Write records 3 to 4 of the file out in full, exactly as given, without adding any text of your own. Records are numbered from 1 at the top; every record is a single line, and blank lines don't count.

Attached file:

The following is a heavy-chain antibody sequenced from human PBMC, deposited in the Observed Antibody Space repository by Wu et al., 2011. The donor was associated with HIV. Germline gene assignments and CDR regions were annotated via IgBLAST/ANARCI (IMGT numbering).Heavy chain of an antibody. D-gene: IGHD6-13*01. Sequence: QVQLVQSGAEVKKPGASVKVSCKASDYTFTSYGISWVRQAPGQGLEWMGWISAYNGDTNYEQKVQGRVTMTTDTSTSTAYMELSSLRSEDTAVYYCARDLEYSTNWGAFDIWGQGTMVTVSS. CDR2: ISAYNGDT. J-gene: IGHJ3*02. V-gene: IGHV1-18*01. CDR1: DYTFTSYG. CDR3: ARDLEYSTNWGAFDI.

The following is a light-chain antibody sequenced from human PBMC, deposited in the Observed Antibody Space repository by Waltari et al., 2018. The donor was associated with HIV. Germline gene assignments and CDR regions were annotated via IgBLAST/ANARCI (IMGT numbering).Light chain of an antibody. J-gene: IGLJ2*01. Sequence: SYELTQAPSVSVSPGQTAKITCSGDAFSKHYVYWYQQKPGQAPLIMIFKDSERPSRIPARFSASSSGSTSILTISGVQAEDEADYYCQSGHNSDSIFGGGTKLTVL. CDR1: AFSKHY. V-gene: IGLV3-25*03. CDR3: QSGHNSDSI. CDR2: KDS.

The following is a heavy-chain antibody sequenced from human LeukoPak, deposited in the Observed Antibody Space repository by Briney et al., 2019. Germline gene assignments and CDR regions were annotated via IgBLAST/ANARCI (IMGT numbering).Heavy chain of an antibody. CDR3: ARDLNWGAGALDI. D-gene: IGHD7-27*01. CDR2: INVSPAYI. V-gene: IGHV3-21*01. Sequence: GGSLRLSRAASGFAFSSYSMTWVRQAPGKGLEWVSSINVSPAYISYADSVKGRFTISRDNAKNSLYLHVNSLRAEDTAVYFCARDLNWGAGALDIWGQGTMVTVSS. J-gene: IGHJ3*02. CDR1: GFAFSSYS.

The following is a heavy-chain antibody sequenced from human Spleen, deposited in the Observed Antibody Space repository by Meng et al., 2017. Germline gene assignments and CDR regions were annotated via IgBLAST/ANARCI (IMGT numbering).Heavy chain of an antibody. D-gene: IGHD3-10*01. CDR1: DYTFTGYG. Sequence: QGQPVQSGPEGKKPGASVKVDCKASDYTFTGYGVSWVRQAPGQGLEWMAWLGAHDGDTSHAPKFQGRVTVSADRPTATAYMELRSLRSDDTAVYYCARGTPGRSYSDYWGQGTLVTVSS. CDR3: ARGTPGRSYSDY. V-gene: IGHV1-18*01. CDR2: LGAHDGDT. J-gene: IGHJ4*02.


The following is a heavy-chain antibody sequenced from human LeukoPak, deposited in the Observed Antibody Space repository by Briney et al., 2019. Germline gene assignments and CDR regions were annotated via IgBLAST/ANARCI (IMGT numbering).Heavy chain of an antibody. CDR3: ARDLNWGAGALDI. D-gene: IGHD7-27*01. CDR2: INVSPAYI. V-gene: IGHV3-21*01. Sequence: GGSLRLSRAASGFAFSSYSMTWVRQAPGKGLEWVSSINVSPAYISYADSVKGRFTISRDNAKNSLYLHVNSLRAEDTAVYFCARDLNWGAGALDIWGQGTMVTVSS. J-gene: IGHJ3*02. CDR1: GFAFSSYS.

The following is a heavy-chain antibody sequenced from human Spleen, deposited in the Observed Antibody Space repository by Meng et al., 2017. Germline gene assignments and CDR regions were annotated via IgBLAST/ANARCI (IMGT numbering).Heavy chain of an antibody. D-gene: IGHD3-10*01. CDR1: DYTFTGYG. Sequence: QGQPVQSGPEGKKPGASVKVDCKASDYTFTGYGVSWVRQAPGQGLEWMAWLGAHDGDTSHAPKFQGRVTVSADRPTATAYMELRSLRSDDTAVYYCARGTPGRSYSDYWGQGTLVTVSS. CDR3: ARGTPGRSYSDY. V-gene: IGHV1-18*01. CDR2: LGAHDGDT. J-gene: IGHJ4*02.